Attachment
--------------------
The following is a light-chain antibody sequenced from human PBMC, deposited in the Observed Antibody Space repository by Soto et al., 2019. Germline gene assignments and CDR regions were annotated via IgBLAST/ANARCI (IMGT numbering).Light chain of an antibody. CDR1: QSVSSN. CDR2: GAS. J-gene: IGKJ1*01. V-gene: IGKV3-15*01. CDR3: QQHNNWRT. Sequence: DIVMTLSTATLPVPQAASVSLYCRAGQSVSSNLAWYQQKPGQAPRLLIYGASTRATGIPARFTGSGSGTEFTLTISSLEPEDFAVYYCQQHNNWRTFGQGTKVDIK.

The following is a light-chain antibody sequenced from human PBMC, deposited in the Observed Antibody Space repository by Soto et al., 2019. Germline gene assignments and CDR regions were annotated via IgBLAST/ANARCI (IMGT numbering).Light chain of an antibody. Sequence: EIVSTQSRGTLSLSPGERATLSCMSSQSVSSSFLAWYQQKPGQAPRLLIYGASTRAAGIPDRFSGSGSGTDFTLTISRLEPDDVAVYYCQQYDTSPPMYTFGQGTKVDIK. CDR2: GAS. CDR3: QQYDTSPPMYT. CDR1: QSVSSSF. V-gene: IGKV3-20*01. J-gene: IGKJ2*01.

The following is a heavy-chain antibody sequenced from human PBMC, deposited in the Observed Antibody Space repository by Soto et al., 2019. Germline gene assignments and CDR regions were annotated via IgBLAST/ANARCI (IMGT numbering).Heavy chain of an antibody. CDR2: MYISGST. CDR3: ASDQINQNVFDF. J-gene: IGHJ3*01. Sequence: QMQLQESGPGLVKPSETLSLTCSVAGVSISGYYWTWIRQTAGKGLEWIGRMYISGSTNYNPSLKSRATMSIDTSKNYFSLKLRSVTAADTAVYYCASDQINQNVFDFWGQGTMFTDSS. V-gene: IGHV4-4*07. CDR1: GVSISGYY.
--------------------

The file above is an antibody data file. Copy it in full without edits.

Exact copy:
The following is a light-chain antibody sequenced from human PBMC, deposited in the Observed Antibody Space repository by Soto et al., 2019. Germline gene assignments and CDR regions were annotated via IgBLAST/ANARCI (IMGT numbering).Light chain of an antibody. CDR1: QSVSSN. CDR2: GAS. J-gene: IGKJ1*01. V-gene: IGKV3-15*01. CDR3: QQHNNWRT. Sequence: DIVMTLSTATLPVPQAASVSLYCRAGQSVSSNLAWYQQKPGQAPRLLIYGASTRATGIPARFTGSGSGTEFTLTISSLEPEDFAVYYCQQHNNWRTFGQGTKVDIK.

The following is a light-chain antibody sequenced from human PBMC, deposited in the Observed Antibody Space repository by Soto et al., 2019. Germline gene assignments and CDR regions were annotated via IgBLAST/ANARCI (IMGT numbering).Light chain of an antibody. Sequence: EIVSTQSRGTLSLSPGERATLSCMSSQSVSSSFLAWYQQKPGQAPRLLIYGASTRAAGIPDRFSGSGSGTDFTLTISRLEPDDVAVYYCQQYDTSPPMYTFGQGTKVDIK. CDR2: GAS. CDR3: QQYDTSPPMYT. CDR1: QSVSSSF. V-gene: IGKV3-20*01. J-gene: IGKJ2*01.

The following is a heavy-chain antibody sequenced from human PBMC, deposited in the Observed Antibody Space repository by Soto et al., 2019. Germline gene assignments and CDR regions were annotated via IgBLAST/ANARCI (IMGT numbering).Heavy chain of an antibody. CDR2: MYISGST. CDR3: ASDQINQNVFDF. J-gene: IGHJ3*01. Sequence: QMQLQESGPGLVKPSETLSLTCSVAGVSISGYYWTWIRQTAGKGLEWIGRMYISGSTNYNPSLKSRATMSIDTSKNYFSLKLRSVTAADTAVYYCASDQINQNVFDFWGQGTMFTDSS. V-gene: IGHV4-4*07. CDR1: GVSISGYY.